National Council on Disability Document Archive

"OP-ED: Memories of Mr. Magoo"

Posted by: Jamal Mazrui
Date Mailed: Thursday, July 24th 1997 02:12 PM

07/23/97 -- Copyright (C) 1997 The Washington Post [Article 289463, 70 lines]

                         OP-ED:  Memories of Mr. Magoo
                                By Kathi Wolfe
 
     When I learned recently that Disney is releasing a new live-action Mr.
Magoo movie this Christmas, unpleasant childhood memories came vividly to mind.
     (In the 1950s and '60s, Magoo cartoons aired on NBC and CBS. In 1995,
Disney bought the rights to the character, who was retired in 1965.)
     Like many kids, I spent Saturday mornings glued to the TV. Though legally
blind, I'd sit very close to the set, using my small amount of vision to watch
cartoons.
     One of the most popular cartoon characters then was the myopic, bumbling
Mr. Magoo. I laughed at the character's hapless adventures. But when I'd go
out to play, the laughs were on me. The other kids, having seen Mr. Magoo,
would point at my Coke-bottle glasses and shout, "Magoo" Sometimes they'd push
me, yelling, "Stupid Magoo"
     The news that Disney is resurrecting Mr. Magoo hit me like a ton of
bricks. To me and many other blind people, dusting off Magoo is as demeaning
as bringing back Amos 'n' Andy would be for many African Americans.
       If my story were unique, I wouldn't care about the return of Magoo. But
many blind and visually impaired people were harassed as children by kids
imitating the stumbling, nearsighted Mr. Magoo. Marie Cobb, a blind woman from
Baltimore, spoke for many of us when she told the Associated Press, "Mr. Magoo
did a great deal of damage to my image of myself as a human being."
       Disney says Mr. Magoo is "a kindly gentleman who is nearsighted, not
blind" and that he  "does not in any way make fun of or demean blind people."
     Here's an eye-opener: Most of the more than 1.5 million legally blind and
12 million visually impaired people in the United States have some vision.
Many of us can see (at least a little) if we get very close to things. You
might say we're extremely nearsighted.
     Mr. Magoo may not be blind, but kids pick up myths about blindness from
the character. They learn that if you're visually impaired you're without
grace or competence -- that it's fun to laugh at blind people.
     I enjoy a joke as much as anyone, and I don't want to be too PC about
this. (A button on my refrigerator says: "Being politically correct means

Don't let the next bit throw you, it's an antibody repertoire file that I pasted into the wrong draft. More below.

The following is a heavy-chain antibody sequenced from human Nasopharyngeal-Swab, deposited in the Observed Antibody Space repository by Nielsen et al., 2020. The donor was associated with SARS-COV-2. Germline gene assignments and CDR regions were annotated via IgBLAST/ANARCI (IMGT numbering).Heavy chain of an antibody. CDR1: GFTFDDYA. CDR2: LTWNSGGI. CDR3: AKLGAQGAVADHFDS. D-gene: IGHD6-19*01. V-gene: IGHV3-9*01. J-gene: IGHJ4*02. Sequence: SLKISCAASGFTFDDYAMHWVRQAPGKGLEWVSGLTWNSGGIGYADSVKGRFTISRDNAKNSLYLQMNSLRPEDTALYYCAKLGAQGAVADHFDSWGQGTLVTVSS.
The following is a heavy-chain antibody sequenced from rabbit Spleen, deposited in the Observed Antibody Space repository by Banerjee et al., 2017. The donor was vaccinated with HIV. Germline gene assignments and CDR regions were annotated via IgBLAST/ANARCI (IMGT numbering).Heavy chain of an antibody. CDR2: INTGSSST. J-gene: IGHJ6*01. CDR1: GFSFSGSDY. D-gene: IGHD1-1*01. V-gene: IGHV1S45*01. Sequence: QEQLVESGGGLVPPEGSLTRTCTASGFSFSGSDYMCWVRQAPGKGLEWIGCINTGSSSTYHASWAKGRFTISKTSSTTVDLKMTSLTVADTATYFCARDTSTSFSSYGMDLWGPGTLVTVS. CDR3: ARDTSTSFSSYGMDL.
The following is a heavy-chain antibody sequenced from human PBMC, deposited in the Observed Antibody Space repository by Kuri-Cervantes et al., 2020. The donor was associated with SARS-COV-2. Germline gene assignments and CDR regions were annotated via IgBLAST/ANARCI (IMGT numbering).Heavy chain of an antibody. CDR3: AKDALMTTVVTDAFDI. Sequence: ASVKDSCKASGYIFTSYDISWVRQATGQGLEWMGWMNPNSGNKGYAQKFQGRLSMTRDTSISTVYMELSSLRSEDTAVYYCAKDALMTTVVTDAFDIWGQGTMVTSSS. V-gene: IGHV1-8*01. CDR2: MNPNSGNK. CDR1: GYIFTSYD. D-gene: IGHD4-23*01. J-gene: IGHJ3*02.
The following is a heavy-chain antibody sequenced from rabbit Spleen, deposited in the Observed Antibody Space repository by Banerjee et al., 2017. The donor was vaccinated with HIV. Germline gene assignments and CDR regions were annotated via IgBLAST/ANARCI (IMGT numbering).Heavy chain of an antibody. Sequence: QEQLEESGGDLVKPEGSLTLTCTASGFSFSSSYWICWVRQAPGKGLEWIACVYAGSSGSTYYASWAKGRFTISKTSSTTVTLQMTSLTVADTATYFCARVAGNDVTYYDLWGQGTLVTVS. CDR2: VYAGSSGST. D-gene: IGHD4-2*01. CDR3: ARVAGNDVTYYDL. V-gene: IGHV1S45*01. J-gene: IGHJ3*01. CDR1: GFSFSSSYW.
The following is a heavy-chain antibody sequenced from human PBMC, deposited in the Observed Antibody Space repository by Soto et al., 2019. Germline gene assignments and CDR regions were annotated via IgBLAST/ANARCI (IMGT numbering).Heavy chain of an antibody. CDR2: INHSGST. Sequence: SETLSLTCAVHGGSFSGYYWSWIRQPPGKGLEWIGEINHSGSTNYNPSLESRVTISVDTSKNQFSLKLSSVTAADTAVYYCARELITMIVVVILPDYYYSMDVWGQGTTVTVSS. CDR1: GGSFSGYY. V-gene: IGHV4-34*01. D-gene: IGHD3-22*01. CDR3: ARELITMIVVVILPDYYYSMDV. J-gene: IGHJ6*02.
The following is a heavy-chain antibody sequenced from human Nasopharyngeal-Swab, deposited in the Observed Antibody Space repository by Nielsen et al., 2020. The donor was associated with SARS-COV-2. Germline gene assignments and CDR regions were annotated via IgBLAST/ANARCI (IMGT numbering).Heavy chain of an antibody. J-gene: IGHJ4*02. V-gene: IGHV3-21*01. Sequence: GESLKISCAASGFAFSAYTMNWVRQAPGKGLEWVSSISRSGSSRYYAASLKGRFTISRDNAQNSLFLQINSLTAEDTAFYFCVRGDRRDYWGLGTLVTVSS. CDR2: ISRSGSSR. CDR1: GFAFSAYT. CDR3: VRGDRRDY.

always having to say you're sorry.") I'd love to see a comedy about blind
people -- if we were well-rounded characters, not caricatures.
     But that's the problem. If Mr. Magoo were the only character insulting to
people like me, I wouldn't be bothered by the upcoming Disney movie. But this
film will be the latest in a long line of Hollywood pictures that stereotype
the disabled.
    "The movie industry has perpetuated . . . stereotypes . . . so durable and
pervasive that they have become mainstream's society's perception of disabled
people," writes Martin E. Norden, author of "The Cinema of Isolation: A
History of Physical Disability in the Movies" (Rutgers University Press).
     Stereotypical images of disabled people have paraded across the silver
screen, from saintly Tiny Tim in "A Christmas Carol" to the grotesque
"Hunchback of Notre Dame" to the wise fool "Forrest Gump."
     If you believed the movies, you'd think blind people do nothing but drive
a car like the embittered blind vet in "Scent of a Woman" or fight intruders
like Audrey Hepburn in "Wait Until Dark." You'd never guess that we're
everything from parents to teachers to Capitol Hill aides -- ordinary people
like you.
       I don't want Hollywood to produce "eat your spinach" documentaries,
featuring saintly disabled people. (In the fourth grade, I had to endure an
hour-long documentary that exhorted me to think of vegetables as my 
"friends." I've hated anything that's "good for me" ever since.)
     But I do want to see more realistic images of people like me in movies.
     This already is happening on TV and in commercials. In a recent
"Seinfeld" episode (which many visually impaired viewers enjoyed) George tried
to fake being blind so he could use books recorded for the blind. Why wade
through print, he thought, when listening to tapes takes much less time? A
blind actor does commercials for Air Touch cellular phones and an actor in a
wheelchair pitches jeans in Levi ads.
       Even if I wanted to, I couldn't stop Disney from releasing its Mr.
Magoo movie. But I do hope that one day Hollywood will make films that don't
demean people like me. Then we wouldn't feel left out of the picture at the
movies.
 
 
Kathi Wolfe is a writer living in Falls Church.



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